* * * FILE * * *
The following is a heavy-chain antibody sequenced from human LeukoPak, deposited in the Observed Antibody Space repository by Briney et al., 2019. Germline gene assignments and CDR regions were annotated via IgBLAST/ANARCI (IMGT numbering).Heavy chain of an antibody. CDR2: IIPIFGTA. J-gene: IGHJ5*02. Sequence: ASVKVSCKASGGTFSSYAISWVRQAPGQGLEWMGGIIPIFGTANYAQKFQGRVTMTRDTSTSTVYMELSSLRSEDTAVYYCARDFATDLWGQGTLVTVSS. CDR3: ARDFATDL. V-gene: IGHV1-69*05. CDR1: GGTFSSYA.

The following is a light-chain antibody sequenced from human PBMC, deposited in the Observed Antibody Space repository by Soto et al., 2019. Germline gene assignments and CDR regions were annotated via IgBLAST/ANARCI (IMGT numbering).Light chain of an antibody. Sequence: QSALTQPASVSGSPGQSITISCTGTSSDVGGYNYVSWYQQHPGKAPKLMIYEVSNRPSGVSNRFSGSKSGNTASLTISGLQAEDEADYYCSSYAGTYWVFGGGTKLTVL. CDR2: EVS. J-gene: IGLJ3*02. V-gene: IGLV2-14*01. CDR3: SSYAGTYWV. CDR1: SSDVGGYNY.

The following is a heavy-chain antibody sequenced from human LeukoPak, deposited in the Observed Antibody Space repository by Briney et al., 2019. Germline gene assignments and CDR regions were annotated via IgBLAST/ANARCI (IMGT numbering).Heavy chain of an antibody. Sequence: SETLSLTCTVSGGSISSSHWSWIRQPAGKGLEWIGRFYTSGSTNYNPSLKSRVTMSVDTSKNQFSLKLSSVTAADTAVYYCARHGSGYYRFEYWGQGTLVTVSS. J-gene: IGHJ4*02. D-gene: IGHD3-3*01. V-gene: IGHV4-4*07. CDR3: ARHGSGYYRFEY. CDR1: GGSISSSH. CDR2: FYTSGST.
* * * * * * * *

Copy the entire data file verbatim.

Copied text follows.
The following is a heavy-chain antibody sequenced from human LeukoPak, deposited in the Observed Antibody Space repository by Briney et al., 2019. Germline gene assignments and CDR regions were annotated via IgBLAST/ANARCI (IMGT numbering).Heavy chain of an antibody. CDR2: IIPIFGTA. J-gene: IGHJ5*02. Sequence: ASVKVSCKASGGTFSSYAISWVRQAPGQGLEWMGGIIPIFGTANYAQKFQGRVTMTRDTSTSTVYMELSSLRSEDTAVYYCARDFATDLWGQGTLVTVSS. CDR3: ARDFATDL. V-gene: IGHV1-69*05. CDR1: GGTFSSYA.

The following is a light-chain antibody sequenced from human PBMC, deposited in the Observed Antibody Space repository by Soto et al., 2019. Germline gene assignments and CDR regions were annotated via IgBLAST/ANARCI (IMGT numbering).Light chain of an antibody. Sequence: QSALTQPASVSGSPGQSITISCTGTSSDVGGYNYVSWYQQHPGKAPKLMIYEVSNRPSGVSNRFSGSKSGNTASLTISGLQAEDEADYYCSSYAGTYWVFGGGTKLTVL. CDR2: EVS. J-gene: IGLJ3*02. V-gene: IGLV2-14*01. CDR3: SSYAGTYWV. CDR1: SSDVGGYNY.

The following is a heavy-chain antibody sequenced from human LeukoPak, deposited in the Observed Antibody Space repository by Briney et al., 2019. Germline gene assignments and CDR regions were annotated via IgBLAST/ANARCI (IMGT numbering).Heavy chain of an antibody. Sequence: SETLSLTCTVSGGSISSSHWSWIRQPAGKGLEWIGRFYTSGSTNYNPSLKSRVTMSVDTSKNQFSLKLSSVTAADTAVYYCARHGSGYYRFEYWGQGTLVTVSS. J-gene: IGHJ4*02. D-gene: IGHD3-3*01. V-gene: IGHV4-4*07. CDR3: ARHGSGYYRFEY. CDR1: GGSISSSH. CDR2: FYTSGST.